A man had a job in the circus carrying a bucket behind the elephants to catch their dung. A blunt friend asked him, "Why don't you quit. You could get a better job than that." The dung catcher replied, "What? And give up a job in show biz?"
Everyone says you have to pay your dues, that you need to work your way up from the bottom. That message is reinforced by media stories of people who started in the mail room and now run the company. Such stories are audience pleasers: It's the reassuring Horatio Alger tale that no matter how crappy your job, you too can be a big success.
Unfortunately, "pay your dues" is bad advice. Sure, occasionally, someone rises from the pits to the palace, but they're anomalies that's why the media does stories about them. Statistically, you're wiser to make all efforts to get a first job that isn't at the bottom. That's the message of a report in the New York Times (May 25) by University of Chicago economist, Austan Goolsbee. He starts by criticizing Hillary Clinton's recent remarks to the U.S. Chamber of Commerce urging new graduates to pay their dues. He then cites a body of research that finds her advice to be dead wrong: "Graduates' first jobs have an inordinate impact on their career path and their future income stream. Think carefully about your first job because it can matter for the rest of your career."
Of course, thinking isn't enough. That research should be a wakeup call to go all out in finding your first serious job. Don't settle for a crap job, rationalizing, "It's a place to start," "It's better than nothing," or, "It gives me something to put on my resume." Don't fall for "You gotta pay your dues." You may end up paying dues until you retire.
Do what it takes to land a true launchpad job: one at a solid organization, working at the elbow of a star performer with clout. That way, he has the opportunity to see you in action and, if impressed, can fast-track you.
What do you need to do to land a great launchpad job? It's all laid out for you HERE.
Then, in job interviews, don't just sit there and get bombarded with questions, vet that job. If your interviewers allow it and they usually will ask questions to help you determine if the job is likely to be a launchpad or a dead end. And certainly, when a job is offered to you, before accepting it, ask such questions as, "Who will I be reporting to?" "What sorts of training opportunities will be provided?" and "Assuming I do a good job, how likely am I to be promoted? To what sort of position?" Also ask, "Would you mind if I speak with a few of my potential co-workers?"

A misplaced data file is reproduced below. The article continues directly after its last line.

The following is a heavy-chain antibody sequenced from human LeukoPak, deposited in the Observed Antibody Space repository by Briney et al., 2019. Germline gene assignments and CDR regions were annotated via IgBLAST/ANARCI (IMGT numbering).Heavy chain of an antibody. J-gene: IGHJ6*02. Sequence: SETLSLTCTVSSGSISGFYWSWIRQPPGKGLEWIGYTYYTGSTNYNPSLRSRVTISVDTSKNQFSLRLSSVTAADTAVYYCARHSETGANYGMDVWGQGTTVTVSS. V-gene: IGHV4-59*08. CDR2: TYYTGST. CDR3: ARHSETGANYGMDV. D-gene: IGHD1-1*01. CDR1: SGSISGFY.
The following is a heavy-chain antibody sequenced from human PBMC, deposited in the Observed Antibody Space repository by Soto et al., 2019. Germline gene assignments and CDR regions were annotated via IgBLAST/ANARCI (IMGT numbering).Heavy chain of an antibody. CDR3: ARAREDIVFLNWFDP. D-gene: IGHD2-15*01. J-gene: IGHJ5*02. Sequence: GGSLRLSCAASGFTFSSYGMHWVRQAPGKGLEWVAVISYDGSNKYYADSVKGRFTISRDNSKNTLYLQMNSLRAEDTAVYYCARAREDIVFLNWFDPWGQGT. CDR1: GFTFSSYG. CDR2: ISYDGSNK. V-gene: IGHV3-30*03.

Of course, landing a launchpad job is one thing. As we all know, some rockets take off from the launchpad and soon crash. To ensure, you don't, follow these rules:
1. During your first week, meet with your boss and key coworkers, plus, if any, supervisees or customers. Ask questions such as, "What should I know about the corporate culture?" "Is there anything I should know that might not appear in the employee handbook?" Ask your boss, "What are you hoping I'll accomplish in the first week? First month? First three months?
2. Schedule an informal evaluation with your boss two or three weeks after your start date. That will get you feedback early enough to fix things before your reputation is cast in stone.
3. Focus on meeting your boss's goals but look for opportunities to take initiative, ideally something big, important to the company, and visible. Before embarking on such a project, ask your boss's permission. He may be thrilled at your initiative but also might explain why it's not a good idea perhaps it was a project that had already been tried and which failed.
4. A few weeks after being hired, rewrite your job description to suit your strengths, including tasks that are higher-level than in your current job description, and which meet the organization's needs better than your existing job. Propose it to your boss. Even if she says no, you've established yourself as enthusiastic and ambitious; that's just what most employers want. That also makes your boss realize that if you don't get promoted quickly, you're likely to leave.
5. After 60 days, meet again with your boss. Ask for feedback and perhaps present a plan for what you could do in your next 60 days to be even more effective.
Have you ever wondered how some people have become CEOs before they're 30? That's how.